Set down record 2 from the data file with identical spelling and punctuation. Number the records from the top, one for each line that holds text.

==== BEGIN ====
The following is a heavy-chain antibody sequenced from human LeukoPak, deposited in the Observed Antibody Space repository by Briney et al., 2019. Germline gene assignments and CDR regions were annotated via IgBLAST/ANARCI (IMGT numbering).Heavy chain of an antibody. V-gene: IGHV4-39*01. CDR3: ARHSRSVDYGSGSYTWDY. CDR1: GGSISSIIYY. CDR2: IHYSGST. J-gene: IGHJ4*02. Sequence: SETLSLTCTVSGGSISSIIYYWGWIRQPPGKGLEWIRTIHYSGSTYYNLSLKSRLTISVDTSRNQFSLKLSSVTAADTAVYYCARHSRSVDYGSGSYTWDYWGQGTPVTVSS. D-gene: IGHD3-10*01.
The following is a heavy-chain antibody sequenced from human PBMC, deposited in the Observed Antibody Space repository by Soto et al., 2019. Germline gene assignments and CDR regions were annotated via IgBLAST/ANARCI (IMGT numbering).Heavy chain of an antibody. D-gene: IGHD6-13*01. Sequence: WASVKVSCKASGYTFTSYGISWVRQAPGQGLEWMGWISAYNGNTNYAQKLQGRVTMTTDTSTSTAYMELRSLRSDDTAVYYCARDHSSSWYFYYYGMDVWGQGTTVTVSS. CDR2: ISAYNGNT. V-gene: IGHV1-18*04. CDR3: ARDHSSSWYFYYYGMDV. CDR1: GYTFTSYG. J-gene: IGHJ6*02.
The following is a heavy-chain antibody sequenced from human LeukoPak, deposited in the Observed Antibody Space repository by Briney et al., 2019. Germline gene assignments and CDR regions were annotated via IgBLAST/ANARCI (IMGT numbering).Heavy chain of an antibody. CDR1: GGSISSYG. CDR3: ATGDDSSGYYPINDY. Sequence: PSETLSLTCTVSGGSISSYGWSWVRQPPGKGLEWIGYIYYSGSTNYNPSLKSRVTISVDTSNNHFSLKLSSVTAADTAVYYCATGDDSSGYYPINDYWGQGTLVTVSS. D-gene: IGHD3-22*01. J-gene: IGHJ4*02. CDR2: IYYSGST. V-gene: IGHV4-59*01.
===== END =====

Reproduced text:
The following is a heavy-chain antibody sequenced from human PBMC, deposited in the Observed Antibody Space repository by Soto et al., 2019. Germline gene assignments and CDR regions were annotated via IgBLAST/ANARCI (IMGT numbering).Heavy chain of an antibody. D-gene: IGHD6-13*01. Sequence: WASVKVSCKASGYTFTSYGISWVRQAPGQGLEWMGWISAYNGNTNYAQKLQGRVTMTTDTSTSTAYMELRSLRSDDTAVYYCARDHSSSWYFYYYGMDVWGQGTTVTVSS. CDR2: ISAYNGNT. V-gene: IGHV1-18*04. CDR3: ARDHSSSWYFYYYGMDV. CDR1: GYTFTSYG. J-gene: IGHJ6*02.